" /> Politics Archives - Naomi Foyle

  September sings, but the chords of summer echo on, not least of my visit to the Occupied Palestinian Territories in late July for readings from A Blade of Grass: New Palestinian Poetry, the bilingual anthology I edited last year for Smokestack Books. Travelling with Rachel Searle, the Director of BlakeFest (Bognor Regis) – for whom I am consulting on the Building Jerusalem event in this year’s festival – Palestinian-American poet Farid S. Bitar, and performance artist/historian Catherine Charrett, I chaired two poetry events in East Jerusalem and Ramallah; visited with Jewish peace activists in Haifa; and, in the Occupied Galilee, met with poet and political prisoner Dareen Tatour on the eve of her sentencing. Rachel and I returned home sobered by the manifold injustices we had witnessed, but also inspired to ‘see the world in a blade of grass’, and motivated to continue creating poetic bridges between Palestine and…

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Boys in a Syrian refugee camp

I haven’t posted about Syria this week because I’ve been thinking a lot about what to say. In recent weeks I’ve met people who’ve told me that: 1) Assad has to stay because otherwise Syria will end up being controlled by a US-Wahhabi-Zionist alliance, and Christianity will be wiped out in the Middle East – once there is peace, though, then he can removed from power by the UN; 2) that the White Helmets belong to ISIS; 3) that after the first gas attack in Ghouta Israeli gas canisters were found – that is to say, the attack was an IDF false flag, which is why the West never responded to it 4) that we don’t know who is responsible for the attacks, or if gas has even been used. I don’t mention these claims because I want to debate them. I’ve already debated them in person. But as everyone…

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I’m home from a weekend in London where, with the help of wonderful friends and a small wheelie suitcase I celebrated the end of chemo by taking a few baby steps back into the world beyond Brighton hospital clinics – and a big breath of freedom before my operation on Dec 6th. Thanks to the success of my chemotherapy cycles, during which my tumour disappeared, this will be minor day surgery on my lymph nodes, but still, my first time under the knife: I will be spending the next couple of weeks mentally and physically building calm strength. The weekend was a great start in that direction. Saturday night I saw the musical ‘A Pacifist’s Guide to the War on Cancer’ at the National Theatre. A musical about cancer, featuring dance numbers with people dressed up as tumours in weird glitzy knitted costumes . . . what an outlandish idea,…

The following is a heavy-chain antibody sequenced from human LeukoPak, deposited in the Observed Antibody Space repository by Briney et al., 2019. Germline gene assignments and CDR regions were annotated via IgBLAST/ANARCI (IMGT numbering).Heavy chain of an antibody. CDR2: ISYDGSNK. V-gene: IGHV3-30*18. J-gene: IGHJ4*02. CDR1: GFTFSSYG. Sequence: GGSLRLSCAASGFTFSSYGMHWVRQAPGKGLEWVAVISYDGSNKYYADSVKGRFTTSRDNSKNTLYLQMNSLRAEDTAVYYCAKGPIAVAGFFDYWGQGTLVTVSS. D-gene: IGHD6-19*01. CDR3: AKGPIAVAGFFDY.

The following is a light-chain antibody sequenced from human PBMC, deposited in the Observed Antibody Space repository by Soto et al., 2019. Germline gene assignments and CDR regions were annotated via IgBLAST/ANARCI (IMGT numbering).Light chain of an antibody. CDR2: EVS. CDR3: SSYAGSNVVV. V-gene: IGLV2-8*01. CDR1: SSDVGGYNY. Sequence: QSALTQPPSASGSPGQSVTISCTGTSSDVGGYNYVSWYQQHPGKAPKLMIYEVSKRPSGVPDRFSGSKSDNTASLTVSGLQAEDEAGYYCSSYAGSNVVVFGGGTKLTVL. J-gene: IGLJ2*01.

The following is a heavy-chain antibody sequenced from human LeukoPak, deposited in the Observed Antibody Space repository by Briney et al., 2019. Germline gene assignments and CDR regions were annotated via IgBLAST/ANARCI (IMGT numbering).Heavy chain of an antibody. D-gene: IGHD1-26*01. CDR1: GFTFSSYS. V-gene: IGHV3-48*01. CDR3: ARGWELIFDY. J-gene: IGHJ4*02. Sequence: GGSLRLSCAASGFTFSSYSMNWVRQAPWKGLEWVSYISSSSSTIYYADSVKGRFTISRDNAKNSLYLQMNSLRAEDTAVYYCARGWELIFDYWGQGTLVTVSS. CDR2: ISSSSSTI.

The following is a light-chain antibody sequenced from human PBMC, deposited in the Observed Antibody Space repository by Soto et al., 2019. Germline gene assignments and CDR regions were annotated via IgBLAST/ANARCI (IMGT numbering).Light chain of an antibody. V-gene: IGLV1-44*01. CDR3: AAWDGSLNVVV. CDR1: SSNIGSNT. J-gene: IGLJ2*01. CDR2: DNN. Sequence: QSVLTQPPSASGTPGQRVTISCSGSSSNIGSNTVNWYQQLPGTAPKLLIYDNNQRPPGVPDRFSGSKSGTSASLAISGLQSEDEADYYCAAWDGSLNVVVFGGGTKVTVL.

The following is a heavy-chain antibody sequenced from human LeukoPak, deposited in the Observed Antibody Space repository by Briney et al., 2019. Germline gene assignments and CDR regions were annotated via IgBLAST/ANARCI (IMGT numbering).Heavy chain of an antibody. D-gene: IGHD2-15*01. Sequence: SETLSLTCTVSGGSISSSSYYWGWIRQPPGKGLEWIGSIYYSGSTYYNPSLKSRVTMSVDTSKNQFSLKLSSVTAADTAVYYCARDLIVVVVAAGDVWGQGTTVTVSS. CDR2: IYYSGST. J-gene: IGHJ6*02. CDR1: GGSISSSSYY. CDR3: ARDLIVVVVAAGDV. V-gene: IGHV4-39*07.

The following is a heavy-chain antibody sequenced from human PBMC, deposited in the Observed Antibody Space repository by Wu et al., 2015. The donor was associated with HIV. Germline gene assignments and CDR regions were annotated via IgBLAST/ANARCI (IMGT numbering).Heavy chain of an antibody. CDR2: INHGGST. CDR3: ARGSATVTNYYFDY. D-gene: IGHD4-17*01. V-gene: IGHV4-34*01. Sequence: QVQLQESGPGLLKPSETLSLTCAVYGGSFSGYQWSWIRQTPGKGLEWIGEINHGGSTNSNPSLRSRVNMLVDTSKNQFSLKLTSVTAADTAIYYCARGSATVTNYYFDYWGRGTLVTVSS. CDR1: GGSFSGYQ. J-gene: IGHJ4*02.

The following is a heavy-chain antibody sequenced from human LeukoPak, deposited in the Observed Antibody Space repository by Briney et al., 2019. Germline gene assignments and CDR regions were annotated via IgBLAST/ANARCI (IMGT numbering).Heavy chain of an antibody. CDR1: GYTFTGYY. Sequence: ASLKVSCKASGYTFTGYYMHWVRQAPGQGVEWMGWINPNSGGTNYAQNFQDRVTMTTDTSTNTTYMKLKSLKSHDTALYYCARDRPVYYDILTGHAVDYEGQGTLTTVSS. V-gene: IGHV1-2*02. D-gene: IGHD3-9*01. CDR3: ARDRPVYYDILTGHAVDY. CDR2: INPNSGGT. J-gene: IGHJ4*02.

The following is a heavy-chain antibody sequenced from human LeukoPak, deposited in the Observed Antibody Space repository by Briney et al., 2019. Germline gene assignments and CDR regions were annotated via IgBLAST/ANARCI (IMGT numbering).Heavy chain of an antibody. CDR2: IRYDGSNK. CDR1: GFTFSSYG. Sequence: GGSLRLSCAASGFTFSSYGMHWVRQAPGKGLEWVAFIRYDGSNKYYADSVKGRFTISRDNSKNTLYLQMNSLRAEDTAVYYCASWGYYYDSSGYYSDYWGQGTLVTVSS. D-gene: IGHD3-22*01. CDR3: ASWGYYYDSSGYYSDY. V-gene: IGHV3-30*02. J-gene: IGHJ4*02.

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As promised, here are my photo diaries from my recent week in the West Bank. I made it in to Israel-Palestine safely from Cyprus, though what possessed me to put a copy of Kahlil Gibran’s The Prophet in my hand luggage, I do not know! Although it is not illegal to visit the West Bank, you have to do so via Israel, and will be refused entry if you announce your intention to travel on into the occupied territories. I had half-baked notions of posing as a Christian pilgrim, but on finding The Prophet the Israeli security guard in the departure lounge decided I was ‘studying Arabic’ and brought in a higher-up to question me. ‘It is love poetry!’ I cried – ‘My mother had this book!’. When I said I was visiting an Israeli friend, he wanted to see her photo. I didn’t have one, and they let me…

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As FB friends know, I’m just back from an incredible two weeks in the Middle East; first in Lebanon, as a member of charity Interpal’s Bear Witness women’s convoy, visiting refugee camps; then the West Bank, where I was exploring the Palestinian eco-resistance to the Israeli occupation. I chose to write about my trip on Facebook partly because I didn’t have time to travel, share on social media *and* blog, but also for security reasons: Israel and Lebanon are not the best of mates, and I was worried about storing my photos of the camps and Beirut on my camera and laptop, which Israeli airport guards have been known to rifle through. Posting my pix each night to Facebook was the answer, and it was only natural to turn my albums into photo diaries, a habit I continued in the West Bank, again because I wanted to delete any evidence…